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How technology is making the construction process smarter and safer

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From supply chain to ongoing maintenance, technology is making the construction process smarter and safer. Risk of injury comes with the territory for those working on construction sites. But that doesn’t mean that steps can’t be taken to eliminate physical hazards and risky practices to save lives and mitigate the potential for catastrophe.

IEEE Member Qi Dong highlights one of the United States Occupational Safety and Health Administration’s (OSHA) “Fatal Four” — the potential to be struck by a falling object — which caused nearly 60 percent of construction worker deaths in 2017.

“The Ministry of Housing and Urban-Rural Construction of China, like OSHA, found being struck by a falling object to be a leading cause of fatalities on construction sites,” says Dong. “This problem could be reduced by more strictly adhering to proper safety protocols.” In order to address this problem directly, Dong highlighted a unique way that 4G/5G and AI are being leveraged in tandem to reduce risk, which he hopes will see wider adoption in the future.

“When construction workers do not wear hardhats or helmets on site, it is, extremely dangerous,” says Dong. “Luckily, advancements in AI, coupled with 4G/5G, are enabling supervisors to monitor their workers from afar, knowing when they are and aren’t wearing protective gear on site. So, when worksites are fashioned with sensors and other IoT devices, workers can be monitored in real-time.” Additionally, in the initial planning stages of a project, architects and engineers can leverage emerging technologies to better identify potential challenges, leading to worksites purposefully designed to support safety.

Danger isn’t necessarily removed once a project is complete; construction workers are often tasked with structural upkeep and large-scale modernization projects, which aren’t without risk. “Historically, data on the status of a building and its structure had to be sourced by human monitoring, putting the lives of workers at risk,” adds Dong. Anytime a worker has to step foot on a site they’re at risk, of course. Now, with cloud-based technologies and IoT devices rising in prominence, engineers are able to monitor the integrity of structures remotely and more efficiently.”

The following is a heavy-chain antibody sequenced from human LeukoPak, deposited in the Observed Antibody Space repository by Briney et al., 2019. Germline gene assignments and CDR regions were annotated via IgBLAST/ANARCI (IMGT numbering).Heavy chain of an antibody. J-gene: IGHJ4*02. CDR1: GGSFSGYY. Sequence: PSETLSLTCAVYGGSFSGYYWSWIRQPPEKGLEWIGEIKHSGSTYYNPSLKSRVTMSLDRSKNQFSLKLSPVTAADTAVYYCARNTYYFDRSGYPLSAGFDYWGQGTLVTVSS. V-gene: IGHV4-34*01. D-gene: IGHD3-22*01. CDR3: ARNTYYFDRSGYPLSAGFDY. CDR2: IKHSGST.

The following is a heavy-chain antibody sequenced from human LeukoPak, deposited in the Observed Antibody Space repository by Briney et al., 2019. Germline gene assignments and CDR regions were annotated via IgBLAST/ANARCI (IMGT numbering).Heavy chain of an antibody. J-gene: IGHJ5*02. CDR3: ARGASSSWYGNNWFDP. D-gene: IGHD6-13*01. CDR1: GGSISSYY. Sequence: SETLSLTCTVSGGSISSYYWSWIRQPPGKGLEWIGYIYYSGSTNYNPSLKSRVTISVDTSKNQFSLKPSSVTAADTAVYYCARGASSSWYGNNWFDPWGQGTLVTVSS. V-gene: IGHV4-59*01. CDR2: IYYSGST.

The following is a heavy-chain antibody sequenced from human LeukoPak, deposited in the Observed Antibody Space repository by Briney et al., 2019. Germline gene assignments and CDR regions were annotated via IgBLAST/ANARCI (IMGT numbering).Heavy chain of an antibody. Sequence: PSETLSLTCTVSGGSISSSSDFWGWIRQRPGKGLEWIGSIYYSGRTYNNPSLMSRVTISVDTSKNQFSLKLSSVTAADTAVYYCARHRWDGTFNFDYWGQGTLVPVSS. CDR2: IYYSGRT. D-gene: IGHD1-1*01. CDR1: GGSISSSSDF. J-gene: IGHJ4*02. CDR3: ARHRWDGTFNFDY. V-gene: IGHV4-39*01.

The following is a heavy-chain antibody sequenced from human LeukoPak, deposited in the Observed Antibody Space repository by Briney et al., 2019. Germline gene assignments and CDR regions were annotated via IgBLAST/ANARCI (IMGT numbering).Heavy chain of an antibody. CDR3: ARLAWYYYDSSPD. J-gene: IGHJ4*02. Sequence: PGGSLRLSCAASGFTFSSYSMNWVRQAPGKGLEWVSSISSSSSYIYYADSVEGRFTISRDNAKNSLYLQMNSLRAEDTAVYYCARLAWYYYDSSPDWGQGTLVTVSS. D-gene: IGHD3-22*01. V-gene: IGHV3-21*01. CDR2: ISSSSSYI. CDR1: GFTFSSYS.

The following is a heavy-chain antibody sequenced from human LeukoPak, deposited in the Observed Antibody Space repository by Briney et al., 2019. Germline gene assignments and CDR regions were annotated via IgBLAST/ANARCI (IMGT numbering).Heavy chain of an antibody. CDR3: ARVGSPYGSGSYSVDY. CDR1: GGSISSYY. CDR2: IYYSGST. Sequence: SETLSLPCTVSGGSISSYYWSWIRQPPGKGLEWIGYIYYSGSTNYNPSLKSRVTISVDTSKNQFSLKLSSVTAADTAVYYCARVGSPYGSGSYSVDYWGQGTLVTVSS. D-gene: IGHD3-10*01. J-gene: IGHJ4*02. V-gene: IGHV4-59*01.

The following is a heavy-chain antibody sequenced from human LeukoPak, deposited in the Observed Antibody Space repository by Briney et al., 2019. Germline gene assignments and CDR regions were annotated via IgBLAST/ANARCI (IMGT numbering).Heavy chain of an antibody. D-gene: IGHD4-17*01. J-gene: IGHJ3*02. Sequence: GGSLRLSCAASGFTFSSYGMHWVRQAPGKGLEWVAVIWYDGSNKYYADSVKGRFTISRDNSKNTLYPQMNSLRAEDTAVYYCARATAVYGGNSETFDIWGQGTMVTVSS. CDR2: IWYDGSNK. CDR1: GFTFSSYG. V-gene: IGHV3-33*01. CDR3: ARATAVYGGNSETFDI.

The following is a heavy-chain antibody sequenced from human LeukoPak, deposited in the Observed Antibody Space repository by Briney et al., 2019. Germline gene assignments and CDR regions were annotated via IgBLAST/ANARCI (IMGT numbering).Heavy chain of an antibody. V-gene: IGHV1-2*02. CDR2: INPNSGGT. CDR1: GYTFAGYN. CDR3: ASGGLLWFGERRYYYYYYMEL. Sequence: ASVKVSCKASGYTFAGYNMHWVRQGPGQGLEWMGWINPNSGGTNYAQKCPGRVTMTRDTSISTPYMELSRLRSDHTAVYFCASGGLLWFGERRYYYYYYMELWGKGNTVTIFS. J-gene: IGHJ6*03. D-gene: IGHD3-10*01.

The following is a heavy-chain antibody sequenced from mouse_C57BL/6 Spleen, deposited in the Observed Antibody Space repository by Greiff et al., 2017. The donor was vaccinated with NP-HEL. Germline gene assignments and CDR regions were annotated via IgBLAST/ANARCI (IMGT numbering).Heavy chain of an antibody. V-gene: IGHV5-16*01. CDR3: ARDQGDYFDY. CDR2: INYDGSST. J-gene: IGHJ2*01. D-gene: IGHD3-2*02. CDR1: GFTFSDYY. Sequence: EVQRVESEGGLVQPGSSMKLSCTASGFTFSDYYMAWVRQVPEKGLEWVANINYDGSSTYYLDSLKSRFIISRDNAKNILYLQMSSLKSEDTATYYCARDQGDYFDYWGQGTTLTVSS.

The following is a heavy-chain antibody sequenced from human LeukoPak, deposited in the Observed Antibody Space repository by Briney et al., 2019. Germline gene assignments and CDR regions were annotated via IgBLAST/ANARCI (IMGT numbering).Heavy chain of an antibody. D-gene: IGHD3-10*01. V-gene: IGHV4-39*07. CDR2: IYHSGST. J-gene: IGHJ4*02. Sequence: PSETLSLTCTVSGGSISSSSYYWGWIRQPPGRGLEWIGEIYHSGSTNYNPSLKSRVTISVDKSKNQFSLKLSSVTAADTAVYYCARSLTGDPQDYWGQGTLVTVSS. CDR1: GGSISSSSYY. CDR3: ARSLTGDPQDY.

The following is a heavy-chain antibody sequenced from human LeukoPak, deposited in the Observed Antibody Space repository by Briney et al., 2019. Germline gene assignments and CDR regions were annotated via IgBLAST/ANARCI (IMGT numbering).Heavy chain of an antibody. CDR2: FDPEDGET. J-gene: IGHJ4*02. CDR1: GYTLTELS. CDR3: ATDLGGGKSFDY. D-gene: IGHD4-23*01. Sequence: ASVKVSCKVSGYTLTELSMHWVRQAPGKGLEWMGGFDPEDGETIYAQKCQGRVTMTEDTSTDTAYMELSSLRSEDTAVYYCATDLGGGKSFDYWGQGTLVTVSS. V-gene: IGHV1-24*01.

Beyond the ability to improve safety on site, emerging technologies also provide improved visibility into the supply chain at various stages, which, according to Dong, is very important in terms of optimization, particularly on large-scale projects with many moving parts. “Take concrete, for example. Trucks utilized for the delivery of concrete are often leased, so if all of them are equipped with 4G/5G communication modules, a construction company would have improved visibility into the supply chain process, better understanding how much concrete would arrive with each shipment, when each shipment would arrive by, and more,” Dong explains.

According to Dong, technical standards developed by IEEE are being utilized to promote safety in construction, particularly in regard to emerging technologies that are increasingly being deployed on worksites around the world. “Increasingly we’re seeing unmanned aerial vehicles (UAVs), WiFi-supported handheld devices, IoT-backed sensors, and other emerging technologies deployed in the construction industry. Whether in the supply chain or on actual worksites, IEEE’s standards are supporting the safe application of these technologies, which are poised to play a major role in the construction industry moving forward.”

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1 Comment
  1. Daniel Wood says

    The potential of digital technology is impossible — and imprudent — to ignore. Though the construction industry hasn’t always shown enthusiasm in adopting these advances, that traditional mindset is beginning to change. I can recommend useful app – safetycardtracker. It helps to control safety on workplace

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